My friend fed me tonight. I dropped by her room, several hours after I normally would have eaten dinner, 30 minutes before she had to leave for a meeting. Within a minute, she handed me a plate piled high with spaghetti and an amazing tomato-garlic-sausage explosion. Needless to say, it was delicious.
She sat next to me on the couch and watched me eat, as though she was doubting whether I liked the food. (I wished she wouldn't watch, though, because I was splattering tomato sauce all around my mouth as the noodles whipped around and tried to slip off the fork.) "Isn't the sausage good?" my friend asked. I told her it was delicious, that everything was delicious. "I thought it was really good sausage. I gave you a lot of it, I don't know if you want it all. But I figured since you don't buy meat,* I should feed you some."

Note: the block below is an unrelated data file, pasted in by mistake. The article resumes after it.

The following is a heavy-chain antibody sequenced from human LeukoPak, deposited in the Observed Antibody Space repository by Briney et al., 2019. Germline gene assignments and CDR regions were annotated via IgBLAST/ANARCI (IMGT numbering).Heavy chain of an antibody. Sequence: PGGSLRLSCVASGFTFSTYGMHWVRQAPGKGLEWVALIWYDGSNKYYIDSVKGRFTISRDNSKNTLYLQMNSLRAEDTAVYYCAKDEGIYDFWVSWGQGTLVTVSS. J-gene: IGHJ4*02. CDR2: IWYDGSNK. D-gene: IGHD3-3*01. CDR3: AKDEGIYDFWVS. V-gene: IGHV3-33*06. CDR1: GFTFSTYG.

It was a lot of meat, more than I would have served myself. But I ate it very happily, because she had given it to me, thinking of me. It felt lovely to be taken care of. I do enjoy living away from home, cooking for myself, setting my own schedule--but sometimes independence becomes empty. When you share a meal with someone, you commune on a level deeper than words. When someone voluntarily cooks for me, I know in my bones and gut: that person cares about me.
When I finished the pasta, my friend served a scoop of ice cream, swimming in homemade caramel sauce. The sugar sang in my mouth.
Sitting with my friend, letting the conversation slip by, sweetened my soul. A friendship is built on a million moments like that--just living together. Talking is good, too. But conversations are captions; the pictures are the important part.
*I love meat, but I don't buy it because the meat that my conscience finds acceptable (free-range type stuff (though the terms are so fuzzy that it's hard to know)) is not at all acceptable to my pocketbook.